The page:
I have a sticky note (or several) over my desk where I scribble ideas for blog posts. Some are there only to note important moment for myself and never go farther and that’s okay. Others bloom into larger ideas and grace these pages. And a few stare at me for awhile until I feel I can do them justice and then, when I can’t, make it to a garbage can (it happens). This month, the word Movember has been staring at me since November 1. Not only has the word been staring at me every time I sit down at my desk, but my husband’s beard has also been staring. Getting darker, more present, more permanent looking.

I feared this sticky would make it to the trash. I haven’t yet felt the ability to do it justice. But today, I realized, it wasn’t about doing it justice. It was about doing it. Kind of like my hubby’s beard.

Every November, the hubby participates in Movember. Every October, I forget and then wonder why he looks like a mess of stubble and scraggle on November 2. Every year the kids tease him to “SHAVE!” and “No hairy kisses” at bedtime. Every year, November comes quickly on the heels of the anniversary marking my uncle’s passing due to prostate cancer four years ago.

Four years ago. Wow.

My mother-in-law often says that my hubby was never great at expressing his feelings or emotions. His family often considers him stoic and aloof, I think. That’s not the man I know, but maybe because I grew up with a father who was probably perceived as stoic and aloof by his own family, I know better how to read those emotional signals. I know when a look means the hubby is upset, when a silence means he’s deeply saddened, when a choke that nearly sounds like a laugh is really a swallowed sob of anguish. I know what questions to ask. I know that he doesn’t share things with just anyone and often makes decisions about whether his sharing would help or hurt a situation, choosing to keep his own feelings to himself in order to better serve another person or situation.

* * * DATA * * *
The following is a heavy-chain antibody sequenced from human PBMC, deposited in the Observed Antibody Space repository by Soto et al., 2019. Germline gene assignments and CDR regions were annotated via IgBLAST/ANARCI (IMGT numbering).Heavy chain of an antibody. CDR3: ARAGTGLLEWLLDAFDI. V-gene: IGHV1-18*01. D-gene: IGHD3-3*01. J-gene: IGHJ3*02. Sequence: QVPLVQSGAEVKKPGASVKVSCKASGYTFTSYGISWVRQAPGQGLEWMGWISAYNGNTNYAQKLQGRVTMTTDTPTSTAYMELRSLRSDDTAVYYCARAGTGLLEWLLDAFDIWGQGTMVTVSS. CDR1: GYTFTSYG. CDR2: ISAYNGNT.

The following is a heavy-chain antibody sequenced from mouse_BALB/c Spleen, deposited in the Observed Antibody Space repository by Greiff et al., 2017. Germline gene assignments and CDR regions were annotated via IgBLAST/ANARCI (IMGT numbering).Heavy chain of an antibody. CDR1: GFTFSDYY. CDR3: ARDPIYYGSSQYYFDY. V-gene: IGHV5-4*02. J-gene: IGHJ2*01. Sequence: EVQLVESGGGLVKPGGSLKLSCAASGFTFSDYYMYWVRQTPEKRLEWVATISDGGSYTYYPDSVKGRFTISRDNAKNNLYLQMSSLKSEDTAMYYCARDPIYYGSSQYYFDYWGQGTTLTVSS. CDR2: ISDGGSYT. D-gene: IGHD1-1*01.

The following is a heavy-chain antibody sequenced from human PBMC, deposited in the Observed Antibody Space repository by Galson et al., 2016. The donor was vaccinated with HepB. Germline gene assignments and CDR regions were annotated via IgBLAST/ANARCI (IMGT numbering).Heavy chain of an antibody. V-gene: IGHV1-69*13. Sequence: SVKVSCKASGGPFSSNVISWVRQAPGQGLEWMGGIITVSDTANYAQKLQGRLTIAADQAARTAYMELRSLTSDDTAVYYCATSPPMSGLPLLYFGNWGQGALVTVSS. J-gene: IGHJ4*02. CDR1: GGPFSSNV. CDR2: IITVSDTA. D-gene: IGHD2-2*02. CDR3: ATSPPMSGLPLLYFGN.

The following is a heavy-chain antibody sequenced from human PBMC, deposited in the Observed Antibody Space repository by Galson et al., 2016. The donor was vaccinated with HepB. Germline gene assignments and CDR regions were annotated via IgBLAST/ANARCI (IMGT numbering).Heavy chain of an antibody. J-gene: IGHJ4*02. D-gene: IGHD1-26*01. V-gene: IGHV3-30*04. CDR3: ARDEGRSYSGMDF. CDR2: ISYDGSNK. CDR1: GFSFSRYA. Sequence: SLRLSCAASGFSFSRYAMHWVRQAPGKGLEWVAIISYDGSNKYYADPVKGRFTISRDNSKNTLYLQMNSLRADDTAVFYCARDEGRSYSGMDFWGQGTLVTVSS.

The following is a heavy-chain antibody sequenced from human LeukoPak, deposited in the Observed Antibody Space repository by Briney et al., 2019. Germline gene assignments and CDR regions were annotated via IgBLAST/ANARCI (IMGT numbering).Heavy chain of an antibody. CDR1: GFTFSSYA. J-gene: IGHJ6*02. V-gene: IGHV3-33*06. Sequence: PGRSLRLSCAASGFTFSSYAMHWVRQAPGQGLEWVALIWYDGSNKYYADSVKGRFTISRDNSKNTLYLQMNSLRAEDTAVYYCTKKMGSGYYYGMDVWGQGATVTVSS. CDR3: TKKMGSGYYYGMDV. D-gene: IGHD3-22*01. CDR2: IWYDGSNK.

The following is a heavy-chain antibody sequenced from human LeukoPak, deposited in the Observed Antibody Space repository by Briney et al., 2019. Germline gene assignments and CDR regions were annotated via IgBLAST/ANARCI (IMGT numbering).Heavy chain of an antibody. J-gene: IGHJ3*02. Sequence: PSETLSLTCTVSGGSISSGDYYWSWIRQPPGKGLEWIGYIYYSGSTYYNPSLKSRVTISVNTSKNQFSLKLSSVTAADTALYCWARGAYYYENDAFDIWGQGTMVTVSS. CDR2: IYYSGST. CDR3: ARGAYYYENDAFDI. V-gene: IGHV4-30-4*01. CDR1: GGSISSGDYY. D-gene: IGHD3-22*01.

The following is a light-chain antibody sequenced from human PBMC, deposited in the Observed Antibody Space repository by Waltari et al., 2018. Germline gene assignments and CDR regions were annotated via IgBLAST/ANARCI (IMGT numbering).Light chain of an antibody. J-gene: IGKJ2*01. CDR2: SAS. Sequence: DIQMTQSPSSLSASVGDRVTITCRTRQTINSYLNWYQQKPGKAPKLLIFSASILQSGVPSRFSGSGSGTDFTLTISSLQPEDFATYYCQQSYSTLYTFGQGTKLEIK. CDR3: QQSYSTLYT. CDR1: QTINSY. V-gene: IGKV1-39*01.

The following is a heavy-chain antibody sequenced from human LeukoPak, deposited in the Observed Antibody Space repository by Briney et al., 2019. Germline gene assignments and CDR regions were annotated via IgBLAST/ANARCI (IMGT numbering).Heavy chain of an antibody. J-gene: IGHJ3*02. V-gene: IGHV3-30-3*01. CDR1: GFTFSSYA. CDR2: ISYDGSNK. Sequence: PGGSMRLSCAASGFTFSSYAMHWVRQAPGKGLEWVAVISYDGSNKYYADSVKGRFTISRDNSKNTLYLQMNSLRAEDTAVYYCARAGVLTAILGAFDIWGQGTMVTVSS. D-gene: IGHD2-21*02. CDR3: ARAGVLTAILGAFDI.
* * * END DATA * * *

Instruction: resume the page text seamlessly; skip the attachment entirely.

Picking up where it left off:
So I know that every November, when the hair starts growing in, this is his way of dealing with the loss of my uncle.

In my family, the in-laws are the out-laws. A rag-tag bunch of cut-ups who married into a large Catholic family and bonded over the crazy that was our clan. There were horrible gag gifts to my grandparents through the years that took on epic proportions. There were jokes and side conversations and safety for the newer members who were navigating this noisy, established group and may have felt fish out of water. My uncle, the self-appointed out-law ringleader, welcomed my husband to the family, and more importantly to this sub-family. My often quiet hubby, found a place, friends, men and women he respected.

Every November, my hubby puts himself out there in a public way. The guy who wants to help others shine (I know, because he does it for me every day), grows hair on his face to draw attention to himself for a change. And with every person who asks, “Hey, what’s with the new look?” he can talk about my uncle. He can raise awareness (and maybe a little money) for prostate cancer.

And every November 29th, he asks the kids how his mustache should look. They goof around and make silly suggestions and he cuts away the beard into myriad shapes suggested by the boys eventually sporting some ridiculous mustachioed concoction for the final day of the month. I roll my eyes and move on and smile inside.

After all, these Movember moments — the teasing the boys give the hubby, the silly things they tell him to do with his beard, the giggling that ensues when the hubby threatens to punish them for taking too long to brush their teeth with beard kisses — are all moments he will have forever with his boys. Maybe more importantly, they will be memories the boys have of their father. Father-son moments. Moments my cousins have in their memory with their father.